My name is Amy Waddle. I am an eating disorder, sexual abuse, suicide survivor who lives with Bipolar II disorder, and I’ve lived with bipolar since adolescence.
I adopted the ups and downs and emotional darkness as “it’s just me” for almost ten years before being diagnosed at age 24. My eating disorder recovery process began in 2001 and lasted 18 years. I am currently healing from the sexual abuse I suffered as a child.
Most would say my childhood was fairly ‘normal’ from the outside. I had Christian parents and two older brothers. My Dad was a successful businessman (gone most of my childhood.) On the surface, we were a well-to-do upper, middle-class family who believed in God.
Pictures show I smiled and laughed, roamed the fields, rode bikes around the neighborhood, and chased lightning bugs at dusk. But, there was a world underneath, a life no one would suspect – not even me – because I separated myself from my body, all feelings, and sensations. I found safety in not being present. All that was left were lost memories.
If asked to describe how I felt about myself, it would’ve been invisible, not good enough, different, worthless, and unsafe. My body wasn’t safe; it felt scared, confused, and trapped. At the time, I didn’t have words to describe what was happening, so I never told anyone.
I found ballet when I was 11 years old. From the moment I stepped up to the ballet barre, I felt at home. I was told I was a natural; I had the ‘perfect’ ballet body. I auditioned for pre-professional classical ballet schools at the age of 13, and by the age of 14, I was accepted into Petrus Bosman’s Virginia School of the Performing Arts in Lynchburg, Va.
Moving away from home forced me to grow up quickly. It also had its perks. I didn’t have to live with my family. I had my own checkbook, dorm room, friends, the rest of my life figured out. I no longer felt different. My body felt safe. I was no longer invisible to my Dad. He left work and came to every show. He was so proud of me and my dream of becoming a professional ballet dancer.
Unfortunately, some dreams are not meant to be. Only two years into my training, I received the diagnosis that would change the trajectory of my life.
One morning, I woke up and couldn’t move. The best orthopedic doctor in Washington D.C. diagnosed me with degenerative disc disease, arthritis, and three herniated discs. He said I had the spine of a 40-year-old when I was only 17.
None of that bothered me at first. Injuries came with the territory. However, the jagged edges of reality and the words “You will never dance again” tore my heart, creating an emotional injury that haunted me for two decades. I refused to believe it and kept training for another six months until I couldn’t hold my leg in the air.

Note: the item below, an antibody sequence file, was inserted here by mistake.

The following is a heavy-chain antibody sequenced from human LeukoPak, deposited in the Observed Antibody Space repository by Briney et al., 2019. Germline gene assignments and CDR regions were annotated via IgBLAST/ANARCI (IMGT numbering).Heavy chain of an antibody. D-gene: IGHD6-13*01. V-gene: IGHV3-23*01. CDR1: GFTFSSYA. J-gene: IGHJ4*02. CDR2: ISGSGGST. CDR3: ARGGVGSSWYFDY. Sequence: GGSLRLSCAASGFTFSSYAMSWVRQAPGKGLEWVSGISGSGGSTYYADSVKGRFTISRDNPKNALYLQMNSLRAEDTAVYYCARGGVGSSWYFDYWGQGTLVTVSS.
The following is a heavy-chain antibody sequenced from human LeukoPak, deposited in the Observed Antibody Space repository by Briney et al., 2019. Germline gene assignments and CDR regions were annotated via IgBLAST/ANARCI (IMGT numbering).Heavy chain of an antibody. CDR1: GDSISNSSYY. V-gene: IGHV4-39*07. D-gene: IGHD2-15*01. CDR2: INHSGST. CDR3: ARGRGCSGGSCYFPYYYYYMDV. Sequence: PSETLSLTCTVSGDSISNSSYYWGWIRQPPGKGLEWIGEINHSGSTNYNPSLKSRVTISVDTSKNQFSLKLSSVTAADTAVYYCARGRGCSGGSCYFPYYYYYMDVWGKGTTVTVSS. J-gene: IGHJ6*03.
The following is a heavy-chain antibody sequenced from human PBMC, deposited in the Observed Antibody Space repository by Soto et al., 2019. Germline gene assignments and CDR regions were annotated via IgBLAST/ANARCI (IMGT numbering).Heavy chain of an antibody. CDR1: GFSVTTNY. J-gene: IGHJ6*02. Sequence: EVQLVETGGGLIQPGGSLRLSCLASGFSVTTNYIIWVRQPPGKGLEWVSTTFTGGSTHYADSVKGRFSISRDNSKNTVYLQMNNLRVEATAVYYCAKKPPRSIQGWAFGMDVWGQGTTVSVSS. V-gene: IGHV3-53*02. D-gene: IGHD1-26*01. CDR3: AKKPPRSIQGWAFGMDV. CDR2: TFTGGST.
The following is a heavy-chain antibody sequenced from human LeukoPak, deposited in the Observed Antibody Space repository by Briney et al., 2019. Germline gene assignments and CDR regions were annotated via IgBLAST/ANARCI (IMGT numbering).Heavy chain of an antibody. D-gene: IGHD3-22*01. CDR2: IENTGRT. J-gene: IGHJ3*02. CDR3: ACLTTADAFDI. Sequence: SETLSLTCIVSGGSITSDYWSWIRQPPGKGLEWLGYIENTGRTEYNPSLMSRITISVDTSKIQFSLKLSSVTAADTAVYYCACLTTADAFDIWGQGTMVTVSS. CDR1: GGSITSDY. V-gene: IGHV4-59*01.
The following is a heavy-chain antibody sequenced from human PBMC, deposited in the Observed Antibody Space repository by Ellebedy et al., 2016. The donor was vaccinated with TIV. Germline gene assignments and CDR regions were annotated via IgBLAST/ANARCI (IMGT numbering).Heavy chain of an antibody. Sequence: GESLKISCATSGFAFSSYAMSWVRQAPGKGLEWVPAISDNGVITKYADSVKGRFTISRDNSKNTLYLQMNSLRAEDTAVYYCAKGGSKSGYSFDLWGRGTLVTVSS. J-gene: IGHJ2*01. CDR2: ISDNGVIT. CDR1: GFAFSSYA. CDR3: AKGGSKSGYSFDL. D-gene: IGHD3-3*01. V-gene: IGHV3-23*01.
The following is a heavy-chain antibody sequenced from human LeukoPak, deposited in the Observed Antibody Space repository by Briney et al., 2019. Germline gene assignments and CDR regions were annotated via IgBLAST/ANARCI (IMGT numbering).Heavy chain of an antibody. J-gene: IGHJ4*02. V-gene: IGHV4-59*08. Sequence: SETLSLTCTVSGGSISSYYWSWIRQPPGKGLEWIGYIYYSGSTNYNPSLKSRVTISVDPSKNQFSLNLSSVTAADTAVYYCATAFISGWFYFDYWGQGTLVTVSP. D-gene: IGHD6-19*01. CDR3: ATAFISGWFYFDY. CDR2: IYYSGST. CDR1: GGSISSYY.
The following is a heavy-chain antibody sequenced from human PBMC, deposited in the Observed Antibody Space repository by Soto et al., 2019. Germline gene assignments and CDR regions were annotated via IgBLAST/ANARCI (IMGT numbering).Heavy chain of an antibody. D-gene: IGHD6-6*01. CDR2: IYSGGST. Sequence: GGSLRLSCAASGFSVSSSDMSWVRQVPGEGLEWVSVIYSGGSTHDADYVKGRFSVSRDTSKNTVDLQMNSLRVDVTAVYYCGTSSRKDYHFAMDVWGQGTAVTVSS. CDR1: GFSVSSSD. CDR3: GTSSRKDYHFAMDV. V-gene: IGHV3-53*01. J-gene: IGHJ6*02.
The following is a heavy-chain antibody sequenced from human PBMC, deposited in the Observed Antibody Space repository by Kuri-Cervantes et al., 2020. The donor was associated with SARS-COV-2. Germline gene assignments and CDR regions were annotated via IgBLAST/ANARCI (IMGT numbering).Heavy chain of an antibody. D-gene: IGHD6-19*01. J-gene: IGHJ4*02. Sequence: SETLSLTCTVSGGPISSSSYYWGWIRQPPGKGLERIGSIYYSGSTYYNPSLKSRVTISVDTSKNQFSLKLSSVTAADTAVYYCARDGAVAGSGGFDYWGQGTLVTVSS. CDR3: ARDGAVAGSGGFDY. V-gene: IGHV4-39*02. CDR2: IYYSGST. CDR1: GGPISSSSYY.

Only then did I walk away. I moved back home, my dad went back to work, and I felt invisible. I felt as if I was not good enough, different, worthless, and like my body wasn’t safe.
I was right back where I started until I heard, “But if you could just stay thin, keep your dancer body, you’ll be happy, safe, and have all the things you had as a dancer.”
Without hesitation, those words – whispered from deep inside me – became my truth, and I spent the next 18 years worshipping the god of my pain that lived in my bathroom scale. Nothing had value outside numbers, food rituals, and excessive exercise.
There was no relationship as important as the one I had with my eating disorder, and no one could take that from me. When my eating disorder wasn’t raging war inside my head, I battled suicidal thoughts, hopelessness, and depression. Darkness surrounded everything.
The last grain of sand slipped through the hourglass in December 2001 when I collapsed at work. My boss drove me to the emergency room.
Here was another doctor, another stab of reality, “You almost had a heart attack.” With those words echoing in my mind, I made the most crucial decision of my life. I chose to live.
I didn’t know how I was going to face the monster that lived inside my brain or how it got there in the first place, but I knew I had to try because buried under years of pain and self-loathing, was hope. Hope for the broken dancer and young girl who didn’t feel safe.
Hope was the only thing strong enough to break me out of my prison. I did three months of inpatient treatment at Remuda Ranch in Wickenburg, Az. and stayed in four years of outpatient therapy. The active recovery process lasted ten years.
Through it all, I fought every battle clinging to the hope that started my healing process. I didn’t arrive at “Recovered.” It evolved, and so did my life and identity. It was a process full of pain and insurmountable joy.
I began writing my memoirs a few years ago, and through the research process discovered the sexual abuse of my childhood. Just last summer, in EMDR therapy, I connected with a memory from 30 years ago that had been floating just outside my awareness.
I share my story at every opportunity in hopes my life may be a mirror for people to see inside their own journeys, and ultimately, find the healing for which they are looking.
I believe God gave me my story for a reason, but it is not who I am. I am more than what’s happened to me, my illness, and my recovery. I am me; I am safe; I am enough.
The opinions and views of our guest contributors are shared to provide a broad perspective of eating disorders. These are not necessarily the views of Eating Disorder Hope, but an effort to offer a discussion of various issues by different concerned individuals.
We at Eating Disorder Hope understand that eating disorders result from a combination of environmental and genetic factors. If you or a loved one are suffering from an eating disorder, please know that there is hope for you, and seek immediate professional help.
Published on February 4, 2019.
Reviewed & Approved on February 4, 2019, by Jacquelyn Ekern MS, LPC
Published on EatingDisorderHope.com